3) One of our group, who was chair of her department, organized chairs-only meetings for chairs to strategize on the issue (all the meetings heretofore had been in the Dean’s presence).
4) We showed graphs at Faculty Senate meetings that demonstrated the magnitude of the problem. We drew what we called a “line of shame” through one such graph, with those departments that had grown the most through off-tenure-line labor falling below the line and those that had resisted the temptation above the line.
And when we got tenure, we stepped up our game by assuming positions in our departments. As department chair and directors of programs, those of us in the English department created two new tenure lines and converted a fixed-term position when someone retired into a tenure-track position. Within two years, we had three new tenure lines that were not simply replacing retiring tenure-track faculty. During a period of budget cuts when retirement-replacement searches in other departments were being cancelled (and the lost SCH surely made up through contingent labor), we made sure that we never lost a search. In other words, we lost no ground. Instead, we made practical and considerable advances.
1) The Director of Literary Studies Amy Greenstadt re-arranged classes so that we had fewer that were under-enrolled, buying us cultural capital with the Dean.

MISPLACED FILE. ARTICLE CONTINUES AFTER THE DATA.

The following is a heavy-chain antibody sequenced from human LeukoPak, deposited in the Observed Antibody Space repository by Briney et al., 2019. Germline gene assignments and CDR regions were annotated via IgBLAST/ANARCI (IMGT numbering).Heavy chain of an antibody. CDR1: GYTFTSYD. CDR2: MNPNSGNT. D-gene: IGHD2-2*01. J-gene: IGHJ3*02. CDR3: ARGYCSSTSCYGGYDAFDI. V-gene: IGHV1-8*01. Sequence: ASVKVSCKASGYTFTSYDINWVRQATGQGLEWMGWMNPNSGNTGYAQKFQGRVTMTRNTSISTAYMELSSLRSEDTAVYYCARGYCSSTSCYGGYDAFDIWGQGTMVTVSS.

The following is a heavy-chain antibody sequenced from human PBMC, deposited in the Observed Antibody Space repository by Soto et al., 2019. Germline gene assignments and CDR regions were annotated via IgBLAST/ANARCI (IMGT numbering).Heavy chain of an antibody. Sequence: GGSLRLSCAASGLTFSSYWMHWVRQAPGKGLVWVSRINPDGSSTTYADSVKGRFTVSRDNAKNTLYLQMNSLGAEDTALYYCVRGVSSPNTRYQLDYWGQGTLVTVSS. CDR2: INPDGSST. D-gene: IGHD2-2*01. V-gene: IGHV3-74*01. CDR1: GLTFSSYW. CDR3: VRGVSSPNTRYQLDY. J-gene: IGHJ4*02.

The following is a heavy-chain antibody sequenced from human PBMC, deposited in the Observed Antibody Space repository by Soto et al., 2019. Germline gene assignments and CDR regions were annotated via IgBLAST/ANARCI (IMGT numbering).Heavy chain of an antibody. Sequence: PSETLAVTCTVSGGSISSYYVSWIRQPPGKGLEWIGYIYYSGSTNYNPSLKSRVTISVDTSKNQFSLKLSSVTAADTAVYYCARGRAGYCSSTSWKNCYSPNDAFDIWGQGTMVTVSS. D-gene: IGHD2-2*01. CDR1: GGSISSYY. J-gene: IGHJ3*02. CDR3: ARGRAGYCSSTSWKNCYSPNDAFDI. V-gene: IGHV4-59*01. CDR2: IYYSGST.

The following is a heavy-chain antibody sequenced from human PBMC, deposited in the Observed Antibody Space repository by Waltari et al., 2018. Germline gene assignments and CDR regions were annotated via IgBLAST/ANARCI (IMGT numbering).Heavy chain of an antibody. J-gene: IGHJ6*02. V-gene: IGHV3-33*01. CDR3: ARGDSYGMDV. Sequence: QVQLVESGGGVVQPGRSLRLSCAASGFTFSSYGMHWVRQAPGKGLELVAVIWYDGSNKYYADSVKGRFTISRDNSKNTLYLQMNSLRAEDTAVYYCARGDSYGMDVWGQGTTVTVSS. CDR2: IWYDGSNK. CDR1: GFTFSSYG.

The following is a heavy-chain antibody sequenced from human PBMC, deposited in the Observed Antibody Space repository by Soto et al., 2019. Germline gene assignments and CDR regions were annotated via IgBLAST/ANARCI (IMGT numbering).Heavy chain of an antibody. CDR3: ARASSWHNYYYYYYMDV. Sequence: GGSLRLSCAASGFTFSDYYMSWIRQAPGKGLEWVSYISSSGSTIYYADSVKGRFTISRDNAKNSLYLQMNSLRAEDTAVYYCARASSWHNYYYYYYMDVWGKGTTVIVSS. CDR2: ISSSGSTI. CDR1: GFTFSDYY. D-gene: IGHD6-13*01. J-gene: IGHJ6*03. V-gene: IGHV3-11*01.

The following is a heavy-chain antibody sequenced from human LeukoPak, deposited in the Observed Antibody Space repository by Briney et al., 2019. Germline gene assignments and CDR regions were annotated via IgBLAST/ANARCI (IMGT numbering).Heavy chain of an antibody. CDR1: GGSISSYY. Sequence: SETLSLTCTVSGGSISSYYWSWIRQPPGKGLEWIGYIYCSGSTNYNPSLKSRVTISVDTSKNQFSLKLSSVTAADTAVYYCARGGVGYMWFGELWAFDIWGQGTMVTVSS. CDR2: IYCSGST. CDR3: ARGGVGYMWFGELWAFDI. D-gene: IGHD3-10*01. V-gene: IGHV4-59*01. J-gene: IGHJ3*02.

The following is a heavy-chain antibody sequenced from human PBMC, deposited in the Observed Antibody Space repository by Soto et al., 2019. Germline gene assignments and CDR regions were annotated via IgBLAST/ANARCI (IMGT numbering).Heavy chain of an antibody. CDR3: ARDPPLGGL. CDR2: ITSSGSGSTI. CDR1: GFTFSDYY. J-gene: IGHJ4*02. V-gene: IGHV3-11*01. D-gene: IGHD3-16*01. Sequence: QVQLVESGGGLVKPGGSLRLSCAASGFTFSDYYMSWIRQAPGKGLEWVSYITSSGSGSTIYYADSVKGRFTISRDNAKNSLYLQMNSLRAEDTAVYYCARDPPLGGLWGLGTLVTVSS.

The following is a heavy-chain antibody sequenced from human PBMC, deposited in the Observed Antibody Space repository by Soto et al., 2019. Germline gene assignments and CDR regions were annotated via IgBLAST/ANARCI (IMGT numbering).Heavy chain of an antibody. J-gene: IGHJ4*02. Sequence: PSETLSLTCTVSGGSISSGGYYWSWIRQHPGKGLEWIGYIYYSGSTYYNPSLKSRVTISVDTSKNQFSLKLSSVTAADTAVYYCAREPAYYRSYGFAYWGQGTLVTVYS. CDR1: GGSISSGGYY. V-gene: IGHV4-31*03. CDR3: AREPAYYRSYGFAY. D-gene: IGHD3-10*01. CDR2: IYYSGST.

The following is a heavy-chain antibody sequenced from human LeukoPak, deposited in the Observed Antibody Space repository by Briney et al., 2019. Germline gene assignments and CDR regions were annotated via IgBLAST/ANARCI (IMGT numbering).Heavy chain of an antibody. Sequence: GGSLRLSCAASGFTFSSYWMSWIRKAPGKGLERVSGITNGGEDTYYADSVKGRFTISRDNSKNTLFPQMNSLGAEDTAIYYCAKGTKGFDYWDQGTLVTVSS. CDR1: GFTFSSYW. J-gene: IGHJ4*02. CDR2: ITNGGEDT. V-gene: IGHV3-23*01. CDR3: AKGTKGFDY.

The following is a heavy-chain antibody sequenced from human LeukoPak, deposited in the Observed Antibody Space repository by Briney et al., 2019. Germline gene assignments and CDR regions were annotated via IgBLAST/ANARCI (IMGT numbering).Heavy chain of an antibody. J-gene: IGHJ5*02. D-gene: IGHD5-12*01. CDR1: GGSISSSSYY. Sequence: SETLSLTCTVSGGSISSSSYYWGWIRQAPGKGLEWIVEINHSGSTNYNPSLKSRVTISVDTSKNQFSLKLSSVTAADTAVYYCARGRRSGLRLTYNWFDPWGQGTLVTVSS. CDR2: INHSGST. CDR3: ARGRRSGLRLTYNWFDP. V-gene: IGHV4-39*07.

2) I refused to sign some adjunct contracts and made it clear that we wanted to help the College meet its SCH (student credit hour) goals but not by adding any more adjuncts or full-time, non-tenure-track faculty – only by adding tenure-track faculty.
3) We encouraged, cajoled—and in one case, brought in a lawyer to convince—a few of our faculty who had gotten sweetheart deals over the years to give up these deals and return to the course-loads the rest of us carried.
Over a period of two years, through careful scheduling and fewer course releases, we increased our SCH by 2% while using fewer adjuncts. We also improved our graduate programs by offering more grad-only small classes. We made sure the Dean knew all these things so that he understood that we were accountable, that if he provided us the resources to hire tenure track faculty those resources would not be squandered.
I remember sitting in the office of the chair of the philosophy department and crowing about a success. We had received permission from the Dean to make two tenure-track hires rather than one out of an already-progressing search. It had been a dramatic couple of weeks. My office staff had helped me develop graphs and tables, and my directors and I had composed arguments and timelines (lines per SCH, budget numbers, hiring trends over the years, etc.), all of which I presented to the Dean and his staff.